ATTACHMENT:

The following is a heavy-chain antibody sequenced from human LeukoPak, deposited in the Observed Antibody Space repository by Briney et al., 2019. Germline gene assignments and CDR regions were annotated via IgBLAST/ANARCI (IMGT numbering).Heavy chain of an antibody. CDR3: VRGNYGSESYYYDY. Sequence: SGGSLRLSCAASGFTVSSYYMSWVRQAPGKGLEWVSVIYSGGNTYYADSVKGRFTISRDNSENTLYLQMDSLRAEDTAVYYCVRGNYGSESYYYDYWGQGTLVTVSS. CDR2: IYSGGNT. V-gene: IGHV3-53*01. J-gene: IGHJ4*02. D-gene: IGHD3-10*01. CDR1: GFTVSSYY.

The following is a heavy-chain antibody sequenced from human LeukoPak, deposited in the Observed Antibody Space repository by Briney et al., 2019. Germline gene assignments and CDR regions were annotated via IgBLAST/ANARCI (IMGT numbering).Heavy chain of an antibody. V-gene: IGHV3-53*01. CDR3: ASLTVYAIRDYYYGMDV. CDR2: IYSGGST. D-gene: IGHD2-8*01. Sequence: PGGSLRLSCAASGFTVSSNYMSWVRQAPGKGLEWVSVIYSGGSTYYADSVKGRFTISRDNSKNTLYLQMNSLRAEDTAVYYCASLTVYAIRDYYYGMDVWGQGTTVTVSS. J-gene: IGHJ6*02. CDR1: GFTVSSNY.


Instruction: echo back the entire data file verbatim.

The following is a heavy-chain antibody sequenced from human LeukoPak, deposited in the Observed Antibody Space repository by Briney et al., 2019. Germline gene assignments and CDR regions were annotated via IgBLAST/ANARCI (IMGT numbering).Heavy chain of an antibody. CDR3: VRGNYGSESYYYDY. Sequence: SGGSLRLSCAASGFTVSSYYMSWVRQAPGKGLEWVSVIYSGGNTYYADSVKGRFTISRDNSENTLYLQMDSLRAEDTAVYYCVRGNYGSESYYYDYWGQGTLVTVSS. CDR2: IYSGGNT. V-gene: IGHV3-53*01. J-gene: IGHJ4*02. D-gene: IGHD3-10*01. CDR1: GFTVSSYY.

The following is a heavy-chain antibody sequenced from human LeukoPak, deposited in the Observed Antibody Space repository by Briney et al., 2019. Germline gene assignments and CDR regions were annotated via IgBLAST/ANARCI (IMGT numbering).Heavy chain of an antibody. V-gene: IGHV3-53*01. CDR3: ASLTVYAIRDYYYGMDV. CDR2: IYSGGST. D-gene: IGHD2-8*01. Sequence: PGGSLRLSCAASGFTVSSNYMSWVRQAPGKGLEWVSVIYSGGSTYYADSVKGRFTISRDNSKNTLYLQMNSLRAEDTAVYYCASLTVYAIRDYYYGMDVWGQGTTVTVSS. J-gene: IGHJ6*02. CDR1: GFTVSSNY.